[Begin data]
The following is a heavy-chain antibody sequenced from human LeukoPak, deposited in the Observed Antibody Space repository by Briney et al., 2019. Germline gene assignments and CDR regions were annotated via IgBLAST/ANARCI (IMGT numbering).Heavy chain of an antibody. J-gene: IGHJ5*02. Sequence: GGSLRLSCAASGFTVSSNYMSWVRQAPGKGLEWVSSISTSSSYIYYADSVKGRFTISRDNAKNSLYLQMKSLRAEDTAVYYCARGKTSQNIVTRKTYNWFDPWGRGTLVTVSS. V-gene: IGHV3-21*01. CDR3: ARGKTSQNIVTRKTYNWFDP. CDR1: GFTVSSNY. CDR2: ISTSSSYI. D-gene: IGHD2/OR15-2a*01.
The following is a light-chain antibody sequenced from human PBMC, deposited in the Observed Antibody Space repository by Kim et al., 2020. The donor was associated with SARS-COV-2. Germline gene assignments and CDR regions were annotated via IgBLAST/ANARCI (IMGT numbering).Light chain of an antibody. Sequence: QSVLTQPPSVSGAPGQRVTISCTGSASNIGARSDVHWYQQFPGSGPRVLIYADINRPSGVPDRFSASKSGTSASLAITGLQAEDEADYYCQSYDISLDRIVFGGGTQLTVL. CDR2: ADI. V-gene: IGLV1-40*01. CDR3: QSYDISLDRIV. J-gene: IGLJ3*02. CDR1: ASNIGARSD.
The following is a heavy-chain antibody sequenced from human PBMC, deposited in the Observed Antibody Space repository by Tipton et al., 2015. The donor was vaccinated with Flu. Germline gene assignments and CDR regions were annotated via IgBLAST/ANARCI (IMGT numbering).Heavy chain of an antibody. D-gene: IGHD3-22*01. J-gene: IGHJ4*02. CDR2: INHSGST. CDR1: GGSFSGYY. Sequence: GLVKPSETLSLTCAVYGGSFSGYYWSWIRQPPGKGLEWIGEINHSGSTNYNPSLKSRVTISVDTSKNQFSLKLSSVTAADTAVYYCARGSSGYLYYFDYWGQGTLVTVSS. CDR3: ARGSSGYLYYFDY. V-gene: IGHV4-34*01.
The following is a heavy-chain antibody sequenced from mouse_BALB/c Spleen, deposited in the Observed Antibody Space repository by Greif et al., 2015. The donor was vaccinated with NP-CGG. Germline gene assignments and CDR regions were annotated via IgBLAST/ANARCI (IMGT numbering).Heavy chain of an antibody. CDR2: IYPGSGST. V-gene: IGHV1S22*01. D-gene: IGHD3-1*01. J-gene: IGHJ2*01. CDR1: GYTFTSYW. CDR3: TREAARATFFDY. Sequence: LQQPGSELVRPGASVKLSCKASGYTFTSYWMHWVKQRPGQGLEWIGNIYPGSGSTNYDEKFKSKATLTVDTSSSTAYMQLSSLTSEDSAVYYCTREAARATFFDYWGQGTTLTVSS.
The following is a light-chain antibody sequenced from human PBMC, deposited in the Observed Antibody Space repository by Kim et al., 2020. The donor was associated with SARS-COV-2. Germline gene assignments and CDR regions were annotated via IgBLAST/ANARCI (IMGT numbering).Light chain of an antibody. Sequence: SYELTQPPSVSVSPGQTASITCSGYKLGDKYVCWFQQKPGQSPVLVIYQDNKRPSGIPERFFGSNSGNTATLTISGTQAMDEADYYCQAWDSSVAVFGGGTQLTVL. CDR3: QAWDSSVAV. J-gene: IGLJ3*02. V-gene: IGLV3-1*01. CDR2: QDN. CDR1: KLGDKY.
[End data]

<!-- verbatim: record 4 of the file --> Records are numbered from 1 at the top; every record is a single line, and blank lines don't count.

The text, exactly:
The following is a heavy-chain antibody sequenced from mouse_BALB/c Spleen, deposited in the Observed Antibody Space repository by Greif et al., 2015. The donor was vaccinated with NP-CGG. Germline gene assignments and CDR regions were annotated via IgBLAST/ANARCI (IMGT numbering).Heavy chain of an antibody. CDR2: IYPGSGST. V-gene: IGHV1S22*01. D-gene: IGHD3-1*01. J-gene: IGHJ2*01. CDR1: GYTFTSYW. CDR3: TREAARATFFDY. Sequence: LQQPGSELVRPGASVKLSCKASGYTFTSYWMHWVKQRPGQGLEWIGNIYPGSGSTNYDEKFKSKATLTVDTSSSTAYMQLSSLTSEDSAVYYCTREAARATFFDYWGQGTTLTVSS.